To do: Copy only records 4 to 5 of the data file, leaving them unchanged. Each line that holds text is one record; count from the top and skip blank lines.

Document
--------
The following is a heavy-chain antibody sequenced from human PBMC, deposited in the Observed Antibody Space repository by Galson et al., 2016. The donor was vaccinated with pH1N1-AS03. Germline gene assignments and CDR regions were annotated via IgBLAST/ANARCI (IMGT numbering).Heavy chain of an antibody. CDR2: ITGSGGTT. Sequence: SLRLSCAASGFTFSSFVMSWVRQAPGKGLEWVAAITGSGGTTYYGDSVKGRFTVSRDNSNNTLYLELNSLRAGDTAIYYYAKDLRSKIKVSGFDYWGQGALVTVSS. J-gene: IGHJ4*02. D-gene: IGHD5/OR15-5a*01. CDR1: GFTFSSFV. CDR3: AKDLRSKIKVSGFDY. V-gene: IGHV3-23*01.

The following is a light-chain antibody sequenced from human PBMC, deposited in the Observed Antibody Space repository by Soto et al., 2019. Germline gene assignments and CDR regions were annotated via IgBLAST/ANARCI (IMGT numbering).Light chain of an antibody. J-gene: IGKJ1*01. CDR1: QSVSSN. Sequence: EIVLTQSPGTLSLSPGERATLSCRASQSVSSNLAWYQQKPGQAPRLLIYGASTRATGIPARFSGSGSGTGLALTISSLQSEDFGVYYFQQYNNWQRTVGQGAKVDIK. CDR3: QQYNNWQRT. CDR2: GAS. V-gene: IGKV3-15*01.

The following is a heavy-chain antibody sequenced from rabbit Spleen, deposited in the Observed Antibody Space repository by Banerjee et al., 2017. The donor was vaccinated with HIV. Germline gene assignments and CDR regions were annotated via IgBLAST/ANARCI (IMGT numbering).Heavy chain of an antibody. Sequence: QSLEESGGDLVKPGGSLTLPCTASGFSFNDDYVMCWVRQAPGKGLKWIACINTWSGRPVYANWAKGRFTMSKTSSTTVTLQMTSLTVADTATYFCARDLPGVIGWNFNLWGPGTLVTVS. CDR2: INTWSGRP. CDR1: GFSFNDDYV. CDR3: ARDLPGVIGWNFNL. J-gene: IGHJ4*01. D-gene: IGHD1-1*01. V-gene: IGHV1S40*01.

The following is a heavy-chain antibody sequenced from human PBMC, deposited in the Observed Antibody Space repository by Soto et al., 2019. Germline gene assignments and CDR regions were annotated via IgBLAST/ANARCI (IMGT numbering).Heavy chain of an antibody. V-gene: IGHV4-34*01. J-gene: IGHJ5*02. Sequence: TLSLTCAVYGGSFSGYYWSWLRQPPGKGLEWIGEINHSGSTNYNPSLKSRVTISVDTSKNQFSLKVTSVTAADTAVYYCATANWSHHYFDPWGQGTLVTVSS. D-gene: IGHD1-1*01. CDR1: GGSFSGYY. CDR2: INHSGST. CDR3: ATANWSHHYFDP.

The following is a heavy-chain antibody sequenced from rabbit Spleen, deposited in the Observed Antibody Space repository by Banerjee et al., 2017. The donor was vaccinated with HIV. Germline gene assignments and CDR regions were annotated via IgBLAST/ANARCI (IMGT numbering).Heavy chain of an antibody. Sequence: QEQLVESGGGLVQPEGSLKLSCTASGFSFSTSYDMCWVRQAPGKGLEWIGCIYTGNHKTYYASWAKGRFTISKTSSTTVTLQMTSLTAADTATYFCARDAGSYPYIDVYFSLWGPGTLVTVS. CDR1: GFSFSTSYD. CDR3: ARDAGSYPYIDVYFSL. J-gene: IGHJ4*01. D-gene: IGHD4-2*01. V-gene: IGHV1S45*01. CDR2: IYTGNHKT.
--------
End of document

The following is a heavy-chain antibody sequenced from human PBMC, deposited in the Observed Antibody Space repository by Soto et al., 2019. Germline gene assignments and CDR regions were annotated via IgBLAST/ANARCI (IMGT numbering).Heavy chain of an antibody. V-gene: IGHV4-34*01. J-gene: IGHJ5*02. Sequence: TLSLTCAVYGGSFSGYYWSWLRQPPGKGLEWIGEINHSGSTNYNPSLKSRVTISVDTSKNQFSLKVTSVTAADTAVYYCATANWSHHYFDPWGQGTLVTVSS. D-gene: IGHD1-1*01. CDR1: GGSFSGYY. CDR2: INHSGST. CDR3: ATANWSHHYFDP.

The following is a heavy-chain antibody sequenced from rabbit Spleen, deposited in the Observed Antibody Space repository by Banerjee et al., 2017. The donor was vaccinated with HIV. Germline gene assignments and CDR regions were annotated via IgBLAST/ANARCI (IMGT numbering).Heavy chain of an antibody. Sequence: QEQLVESGGGLVQPEGSLKLSCTASGFSFSTSYDMCWVRQAPGKGLEWIGCIYTGNHKTYYASWAKGRFTISKTSSTTVTLQMTSLTAADTATYFCARDAGSYPYIDVYFSLWGPGTLVTVS. CDR1: GFSFSTSYD. CDR3: ARDAGSYPYIDVYFSL. J-gene: IGHJ4*01. D-gene: IGHD4-2*01. V-gene: IGHV1S45*01. CDR2: IYTGNHKT.